Of course, the schools never felt obliged to inform us about these places, and peoples, much beyond what they wore, or what holidays they celebrated, or what distinctive foods they ate. They just showed us pictures of the veiled ladies in the mysterious middle-east, or the kids sitting primly upon mats on the floor in Japan with their chopsticks. But, that seemed enough. We all felt good about it. And, beyond what they ate, and what they wore, and what holidays were on their calendars, we were pretty well assured they were just like us, enjoying their liberties, and craving peace. They were just like Americans, only different. In fact, they might even be a little better. After all, these other world cultures weren't inserting themselves in an Indochinese civil war, like we were doing in Vietnam.
Of course, they never told us that, in some of these other nations, human slavery was still practiced because they were still ruled by bitter, ancient tribalism... not a Judeo/Christian constitution. They never told us that the children were starving because the local dictator was stealing all the aid money, and that people would never be able to lift them out of poverty because the philosophy of private property ownership was thoroughly unknown.
They never told us that the Japanese worshiped (as in, "worshiped") mortal men that lived among them for hundreds and hundreds of years. They never told us that the worth of a single individual is only sovereign in cultures touched by Christianity. In all others, an individual is subservient to the group.
It was only later in life that you discover that the ladies are veiled in the Middle East because they are third-class citizens, and are essentially chattel-slaves of their husbands and they don't want other men looking at them. Or that in India, wives are thrown alive onto the burning funeral pyres of their deceased husbands. Or Cambodians were eating the brains of their captured political prisoners in an attempt to ward off evil. No, it really isn't a small world, after all: It is a very wide and dangerous one, a place that wants to devolve into the madness of totalitarian cruelty. And America is really rather unique among them.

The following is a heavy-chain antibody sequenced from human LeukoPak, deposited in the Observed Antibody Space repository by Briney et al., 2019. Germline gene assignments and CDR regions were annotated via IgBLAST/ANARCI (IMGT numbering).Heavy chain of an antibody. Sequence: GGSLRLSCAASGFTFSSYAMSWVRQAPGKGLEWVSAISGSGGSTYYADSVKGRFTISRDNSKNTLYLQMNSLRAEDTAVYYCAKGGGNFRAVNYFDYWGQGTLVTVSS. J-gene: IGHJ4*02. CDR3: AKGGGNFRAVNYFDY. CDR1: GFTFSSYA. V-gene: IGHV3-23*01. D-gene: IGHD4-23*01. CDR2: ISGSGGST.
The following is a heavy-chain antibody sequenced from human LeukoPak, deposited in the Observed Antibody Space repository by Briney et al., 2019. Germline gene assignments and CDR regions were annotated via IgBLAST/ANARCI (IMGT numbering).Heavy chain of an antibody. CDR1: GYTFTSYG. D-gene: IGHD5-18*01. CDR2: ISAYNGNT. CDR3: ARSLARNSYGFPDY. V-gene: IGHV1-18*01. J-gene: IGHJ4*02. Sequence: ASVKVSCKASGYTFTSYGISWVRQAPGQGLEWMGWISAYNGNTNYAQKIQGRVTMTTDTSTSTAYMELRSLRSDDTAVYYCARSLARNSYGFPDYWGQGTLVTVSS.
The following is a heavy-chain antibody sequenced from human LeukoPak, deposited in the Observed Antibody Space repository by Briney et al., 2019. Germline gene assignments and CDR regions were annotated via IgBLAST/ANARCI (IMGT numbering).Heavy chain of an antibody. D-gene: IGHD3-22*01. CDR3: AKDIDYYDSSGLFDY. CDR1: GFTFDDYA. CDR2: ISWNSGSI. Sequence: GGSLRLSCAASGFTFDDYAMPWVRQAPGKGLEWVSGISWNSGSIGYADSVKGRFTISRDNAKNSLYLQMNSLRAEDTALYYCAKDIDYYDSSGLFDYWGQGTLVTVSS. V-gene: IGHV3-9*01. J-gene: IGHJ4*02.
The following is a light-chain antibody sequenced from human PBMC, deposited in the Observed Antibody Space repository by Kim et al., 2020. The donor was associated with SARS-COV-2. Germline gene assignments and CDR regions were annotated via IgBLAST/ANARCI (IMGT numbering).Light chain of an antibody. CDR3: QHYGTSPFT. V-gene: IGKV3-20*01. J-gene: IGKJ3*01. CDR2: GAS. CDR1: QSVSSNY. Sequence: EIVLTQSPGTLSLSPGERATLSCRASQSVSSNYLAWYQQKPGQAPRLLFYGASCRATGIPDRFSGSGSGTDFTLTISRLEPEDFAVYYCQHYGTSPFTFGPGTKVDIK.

But, we weren't told that. Certainly young Barry wasn't.
Sadly, the Left stubbornly clings to the childish Disney World-view, as if they never left Mrs. Corner's fourth-grade class: That we are all basically the same, we all hunger after the same righteousness. All that's different is the animated wallpaper: the color of people's skin, the dwellings they build, the food they eat. Clearly, the nostalgia-tinged lacquer that Obama smears over all things Islamic is nothing more than aesthetic, based on his longing to recreate the evening call to prayers he fondly remembers from his innocent childhood in Jakarta. This is the Obama State Department in a nutshell; in fact, it is the leftist State Department in general, going back to the 1930's, without regard to who's running the place. It is all very puerile, very immature, and very self-serving and self-delusional.
We on the Right grew up, but the Left never has, and it is stuck in the make-believe world of multi-cultural moral equivalency. Conservatives long ago realized that we were blessed beyond measure to live in a land that treasures each individual-- and that this is unique to the Western world. This tradition doesn't exist elsewhere, no matter how much we might wish it was so.
But, children make wishes all the time.